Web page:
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Web2.5: Improving the performance of Web2 with Web3

ipfsweb3web2nftperformanceCIDs

Immutable, verifiable CIDs are easy to cache

Mikeal RogersFeb 22, 2022

Introduction

When working with off-chain references to NFTs (especially in contexts like gaming), there are three key properties that matter:

  1. Verifiability: That the URLs used need to resolve to the correct assets
  2. Persistence: That the assets are available somewhere to be served back
  3. Performance: That the assets are served with load times that meet the expectations of users.

In previous blogs, we’ve argued about how to approach problems (1) and (2) - both of which are critical for ensuring is persisted and available with the guarantees users expect. Today, we’ll share an approach for leveraging the verifiability of content IDs (CIDs) used by IPFS to deliver on this third objective.

As a brief refresher - the URIs used by IPFS to reference content are centered around CIDs, which are hashes of the content using the IPLD data model. Hash based addresses mean we can reference, resolve, and verify content - regardless of where that content is actually stored.

When serving content over IPFS, the two primary methods for doing so are via:

  1. An IPFS node (which can check if content exists locally, or find connected peers that have and can serve the content)
  2. A gateway node (a node that will take an HTTP request with your CID, and do the function of (1) on your behalf)

Note that because in both cases the reference is to a CID - you don’t have to trust the content served to you is the content you requested (regardless of whether you ask for the data over a peer-to-peer network, or over HTTP), you as the recipient can verify that the content you’ve received back is actually the content you requested by checking to see if the data matches the CID!

CID’s are cryptographically verifiable, which gives them strong performance and safety properties when referenced from smart contracts, apps, and integrity checkers. Hashes of other values, such a transaction or signature, don’t offer the same benefit. By utilizing the verifiability of web3 storage, we can use Web2 infrastructure to access content with low latency.

Web 2.5

Web2 has a number of tools and hosting services that exist to make performance fantastic for apps. Service providers like Cloudflare, Fastly, and Vercel include caching layers to improve performance. Static site builders like Gatsby and Astro generate static assets designed to play well with HTTP caching layers.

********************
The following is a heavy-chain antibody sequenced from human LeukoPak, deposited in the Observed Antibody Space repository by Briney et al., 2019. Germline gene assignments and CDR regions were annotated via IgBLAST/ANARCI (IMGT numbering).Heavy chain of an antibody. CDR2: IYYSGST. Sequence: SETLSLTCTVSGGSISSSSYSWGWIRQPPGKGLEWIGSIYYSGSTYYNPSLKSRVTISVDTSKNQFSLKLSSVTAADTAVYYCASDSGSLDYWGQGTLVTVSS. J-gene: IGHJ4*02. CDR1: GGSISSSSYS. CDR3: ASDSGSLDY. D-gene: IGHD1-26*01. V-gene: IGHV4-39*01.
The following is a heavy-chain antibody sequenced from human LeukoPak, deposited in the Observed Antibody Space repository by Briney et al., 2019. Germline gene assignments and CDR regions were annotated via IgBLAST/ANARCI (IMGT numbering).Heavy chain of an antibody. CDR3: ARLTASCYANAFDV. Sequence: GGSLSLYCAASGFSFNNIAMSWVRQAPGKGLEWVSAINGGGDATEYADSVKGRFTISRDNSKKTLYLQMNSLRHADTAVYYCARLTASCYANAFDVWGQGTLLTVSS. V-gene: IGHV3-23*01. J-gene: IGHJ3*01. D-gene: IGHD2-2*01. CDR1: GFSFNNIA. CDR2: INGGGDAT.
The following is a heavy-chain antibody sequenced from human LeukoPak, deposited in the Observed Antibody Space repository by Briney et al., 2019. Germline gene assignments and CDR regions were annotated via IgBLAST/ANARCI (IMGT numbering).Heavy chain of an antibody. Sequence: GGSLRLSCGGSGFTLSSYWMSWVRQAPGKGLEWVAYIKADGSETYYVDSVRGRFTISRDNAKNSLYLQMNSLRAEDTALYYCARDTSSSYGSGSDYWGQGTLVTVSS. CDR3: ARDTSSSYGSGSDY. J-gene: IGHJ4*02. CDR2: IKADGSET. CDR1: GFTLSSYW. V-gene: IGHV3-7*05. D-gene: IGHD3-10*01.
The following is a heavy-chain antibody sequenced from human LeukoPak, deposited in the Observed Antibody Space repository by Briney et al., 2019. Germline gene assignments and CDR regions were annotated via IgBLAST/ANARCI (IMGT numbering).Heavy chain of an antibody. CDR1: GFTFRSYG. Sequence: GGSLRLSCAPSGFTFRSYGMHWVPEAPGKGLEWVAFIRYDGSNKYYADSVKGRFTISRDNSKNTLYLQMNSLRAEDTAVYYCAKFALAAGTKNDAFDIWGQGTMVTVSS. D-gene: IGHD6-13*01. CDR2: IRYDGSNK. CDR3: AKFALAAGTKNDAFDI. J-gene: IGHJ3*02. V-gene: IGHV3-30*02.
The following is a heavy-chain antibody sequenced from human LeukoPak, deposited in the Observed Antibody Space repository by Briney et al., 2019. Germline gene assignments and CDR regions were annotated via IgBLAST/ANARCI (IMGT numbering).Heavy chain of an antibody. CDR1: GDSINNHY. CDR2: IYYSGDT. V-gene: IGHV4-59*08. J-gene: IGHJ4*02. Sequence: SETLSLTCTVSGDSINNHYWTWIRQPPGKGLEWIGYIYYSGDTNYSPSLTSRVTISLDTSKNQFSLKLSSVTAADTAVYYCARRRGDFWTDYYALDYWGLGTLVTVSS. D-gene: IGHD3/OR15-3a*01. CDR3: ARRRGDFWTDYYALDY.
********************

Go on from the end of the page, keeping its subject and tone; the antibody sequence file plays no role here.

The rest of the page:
In most of these caching layers, developers tend to work with hashes of the underlying asset or state being cached. The unique referencing and idempotent operations which hashes enable can dramatically simplify state management (and help avoid nasty bugs!) especially when designing cache invalidation semantics.

Of course, this is a natural complement to the way in which CIDs are used as references inside the IPFS network! Applications can tune IPFS gateways for maximum performance by using the verifiable primitives of CIDs within the traditional infrastructure stack of web2. If you know your popular content, you can prime your gateway’s cache using the appropriate CIDs. Client requests can be served by the winner of a race between your caching layers and the IPFS DHT. From the user’s perspective this is transparent - as the CID allows the data they receive to be verified.

NFT.Storage and Web2.5

We’ve been putting the above into practice in multiple ways. From a storage standpoint, our APIs are run on Cloudflare Workers, which are edge servers deployed to cover the vast majority of the globe with sub-second latency. And you can take advantage of the performance and reliability this infrastructure provides you completely trustlessly. Because CIDs are computed on the client-side, you don't actually have to trust that the CID we give you back is the correct one. And once an upload is stored on Filecoin storage providers, you can always verify that these storage providers are actually storing your data by checking the Filecoin chain for their storage proofs. In fact, as NFT.Storage decentralizes itself as a service, you will even be able to verify the smart contracts enforcing long-term redundancy, renewal, and persistence.

On the retrieval side, we are soon launching an IPFS Gateway CDN that is optimized for NFT data. When a new NFT is processed by NFT.Storage (either because it was uploaded directly or because it was indexed off a public chain), its content (metadata.json, images, and other assets) is not only archived to Filecoin, it is also primed into the edge cache.

Our aim is for the resulting Gateway URLs to be the fastest way to load NFT assets and metadata. If you are building an NFT gallery or wallet, you can use our API to look up any NFT and retrieve an HTTP URL for it (that includes a CID). This way you can offer your users lightning fast performance with web3 cryptographic integrity, without managing your own crawler, archive, or CDN.

The gateway is open source, so if you have another application that could benefit from similar treatment, go ahead and spin one up. For instance, instead of preloading all the NFTs, yours could specialize in open source geographic or time series datasets, public domain music, or maybe the social media uploaded to your web2 app. In this way we expect our caching gateway to be useful even for legacy applications.